What need does the Cristo Rey Network address?

The Cristo Rey Network addresses the fact that fewer than one in ten low-income students who begin high school complete a postsecondary degree by age 24 (Carnevale, Anthony. “Views: College Is Still Worth It - Inside Higher Ed.” Inside Higher Ed. Web. 14 Jan. 2011.). The impact of that national statistic is compounded by the growing importance of college completion to career advancement. Indeed, according to Georgetown University Center on Education and the Workforce, experts predict that by 2020 65% of all U.S. jobs will require some form of postsecondary education. The adverse effects of these trends are clear: without college degrees, low-income youth will face enormous obstacles in transcending poverty and building professionally fulfilling and economically stable lives.

Over the last two decades, some have questioned whether Catholic schools could play a significant role in responding to these stark educational and career preparation challenges. Since 2000, the U.S. has witnessed the closing of approximately 2,000 Catholic K-12 schools, particularly inner-city Catholic high schools with a longstanding history of serving low-income students.

During a period when traditional Catholic schools were shuttering their doors at an alarming rate, the Cristo Rey Network has grown into the largest network of high schools in the country that exclusively serves low-income students.

Today, however, there is reason for new faith in the power of Catholic education. Catholic School Renaissance, published in October 2015 by The Philanthropy Roundtable, reports “Catholic educators and donors have responded to these downtrends and American K-12 Catholic schooling is now reorganizing to bounce back.”

With a proven track record of student results and successful school replication, the Cristo Rey movement is a vibrant and innovative contributor to this positive forecast and poised to have 20,000 students in the next decade.

Who do Cristo Rey Network schools serve?

Cristo Rey Network schools remain steadfastly focused on serving students who could not otherwise have access to a quality high school education. Cristo Rey schools do not focus their recruiting on academically high-performing, low-income students. Indeed, on average, Cristo Rey students arrive in ninth grade two grade levels behind academically because, through no fault of their own, they have not had the benefit of access to quality instruction in grades K-8. That means that Cristo Rey schools must routinely target roughly six years of learning gains during four years of high school.

This school year, Cristo Rey schools serve 10,933 underserved high school students, 14-18 years of age. 58% are female and 42% are male. Cristo Rey students come from families whose overall average income is $37,000 for a family of four. Around 80% percent of Cristo Rey students qualify for the federal free or reduced lunch program, and 98% are young people of color (63% Hispanic, 30% Black, 5% Other, and 2% Caucasian).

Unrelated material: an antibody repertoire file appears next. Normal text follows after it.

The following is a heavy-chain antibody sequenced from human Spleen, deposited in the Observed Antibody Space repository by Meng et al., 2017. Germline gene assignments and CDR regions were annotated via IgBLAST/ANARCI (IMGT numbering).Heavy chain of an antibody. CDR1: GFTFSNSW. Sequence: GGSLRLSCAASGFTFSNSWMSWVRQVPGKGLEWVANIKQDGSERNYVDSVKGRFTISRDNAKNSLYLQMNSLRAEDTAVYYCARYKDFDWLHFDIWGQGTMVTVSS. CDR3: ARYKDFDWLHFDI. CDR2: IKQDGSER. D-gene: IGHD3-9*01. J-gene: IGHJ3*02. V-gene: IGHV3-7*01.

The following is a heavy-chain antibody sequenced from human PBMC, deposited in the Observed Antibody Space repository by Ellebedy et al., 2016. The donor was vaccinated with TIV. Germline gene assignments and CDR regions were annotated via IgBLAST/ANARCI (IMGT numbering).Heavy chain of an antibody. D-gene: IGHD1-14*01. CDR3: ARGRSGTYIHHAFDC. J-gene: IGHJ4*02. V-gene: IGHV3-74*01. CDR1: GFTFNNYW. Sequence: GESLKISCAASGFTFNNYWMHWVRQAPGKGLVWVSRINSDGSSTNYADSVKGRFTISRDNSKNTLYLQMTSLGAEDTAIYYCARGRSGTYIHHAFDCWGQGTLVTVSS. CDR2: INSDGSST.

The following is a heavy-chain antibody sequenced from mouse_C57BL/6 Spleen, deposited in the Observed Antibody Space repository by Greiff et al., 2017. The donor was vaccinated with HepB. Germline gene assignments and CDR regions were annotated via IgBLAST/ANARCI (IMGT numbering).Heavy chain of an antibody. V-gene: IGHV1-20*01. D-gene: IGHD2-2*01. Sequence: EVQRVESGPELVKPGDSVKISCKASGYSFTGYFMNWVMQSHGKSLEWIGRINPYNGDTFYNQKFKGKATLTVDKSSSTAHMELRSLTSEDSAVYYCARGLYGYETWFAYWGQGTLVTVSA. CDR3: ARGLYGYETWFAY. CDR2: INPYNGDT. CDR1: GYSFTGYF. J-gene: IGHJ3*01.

Do students have to be Catholic to enroll at a Cristo Rey school?

Students do not have to be Catholic to enroll at a Cristo Rey school. Our schools admit students inclusive of all faiths and cultures. On average, 40% of Cristo Rey students are not Catholic.

How are Cristo Rey schools funded?

Students earn a majority of their education cost through the Corporate Work Study Program (CWSP), which provides our schools with a sustainable revenue model that does not rely solely on tuition, traditional fundraising, or government funding. When a Cristo Rey school reaches full enrollment (400-600 students), the financial model reflects 60% of funds earned through CWSP, 30% secured through fundraising, and 10% collected from a modest family contribution (on average $1,000 per family).

Cristo Rey schools located in choice states that offer vouchers or education tax credits have access to an additional revenue source that further increases the schools’ long-term sustainability. Roughly 85% of revenue can be secured year over year through a combination of CWSP revenue and vouchers or education tax credits.

What is the Corporate Work Study Program?

The Corporate Work Study Program (CWSP) is a cornerstone of the Cristo Rey movement—the backbone of our financial sustainability, an indispensable component of our educational programs, and a major differentiator of our Network.

- Jane Genster
Board Member, Cristo Rey Network

The Corporate Work Study Program (a separately incorporated entity) operates like a temporary employment agency within Cristo Rey schools and employs every student five full days a month in an entry-level, professional job all four years of high school. Students earn a majority of their education cost while gaining real-world work experience that strengthens their cognitive and non-cognitive skill development, catalyzes confidence and aspiration, and prepares them for success in college and careers.